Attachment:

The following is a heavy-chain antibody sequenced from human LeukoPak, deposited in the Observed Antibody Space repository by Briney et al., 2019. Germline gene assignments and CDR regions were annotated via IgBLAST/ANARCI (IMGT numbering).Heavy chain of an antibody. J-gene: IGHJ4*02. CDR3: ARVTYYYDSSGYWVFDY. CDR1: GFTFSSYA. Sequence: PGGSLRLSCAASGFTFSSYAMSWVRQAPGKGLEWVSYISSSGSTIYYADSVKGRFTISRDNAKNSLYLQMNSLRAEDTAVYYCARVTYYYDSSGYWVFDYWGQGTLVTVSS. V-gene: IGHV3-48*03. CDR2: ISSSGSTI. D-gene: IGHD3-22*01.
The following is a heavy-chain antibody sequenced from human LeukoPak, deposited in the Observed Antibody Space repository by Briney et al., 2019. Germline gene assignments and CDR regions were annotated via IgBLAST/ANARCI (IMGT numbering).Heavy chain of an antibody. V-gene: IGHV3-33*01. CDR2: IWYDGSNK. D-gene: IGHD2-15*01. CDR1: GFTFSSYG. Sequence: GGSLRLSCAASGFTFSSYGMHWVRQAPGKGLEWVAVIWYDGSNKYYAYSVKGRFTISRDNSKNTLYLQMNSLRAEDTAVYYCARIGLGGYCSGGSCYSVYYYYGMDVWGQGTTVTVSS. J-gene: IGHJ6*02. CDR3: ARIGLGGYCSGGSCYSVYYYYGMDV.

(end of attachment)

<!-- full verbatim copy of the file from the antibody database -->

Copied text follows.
The following is a heavy-chain antibody sequenced from human LeukoPak, deposited in the Observed Antibody Space repository by Briney et al., 2019. Germline gene assignments and CDR regions were annotated via IgBLAST/ANARCI (IMGT numbering).Heavy chain of an antibody. J-gene: IGHJ4*02. CDR3: ARVTYYYDSSGYWVFDY. CDR1: GFTFSSYA. Sequence: PGGSLRLSCAASGFTFSSYAMSWVRQAPGKGLEWVSYISSSGSTIYYADSVKGRFTISRDNAKNSLYLQMNSLRAEDTAVYYCARVTYYYDSSGYWVFDYWGQGTLVTVSS. V-gene: IGHV3-48*03. CDR2: ISSSGSTI. D-gene: IGHD3-22*01.
The following is a heavy-chain antibody sequenced from human LeukoPak, deposited in the Observed Antibody Space repository by Briney et al., 2019. Germline gene assignments and CDR regions were annotated via IgBLAST/ANARCI (IMGT numbering).Heavy chain of an antibody. V-gene: IGHV3-33*01. CDR2: IWYDGSNK. D-gene: IGHD2-15*01. CDR1: GFTFSSYG. Sequence: GGSLRLSCAASGFTFSSYGMHWVRQAPGKGLEWVAVIWYDGSNKYYAYSVKGRFTISRDNSKNTLYLQMNSLRAEDTAVYYCARIGLGGYCSGGSCYSVYYYYGMDVWGQGTTVTVSS. J-gene: IGHJ6*02. CDR3: ARIGLGGYCSGGSCYSVYYYYGMDV.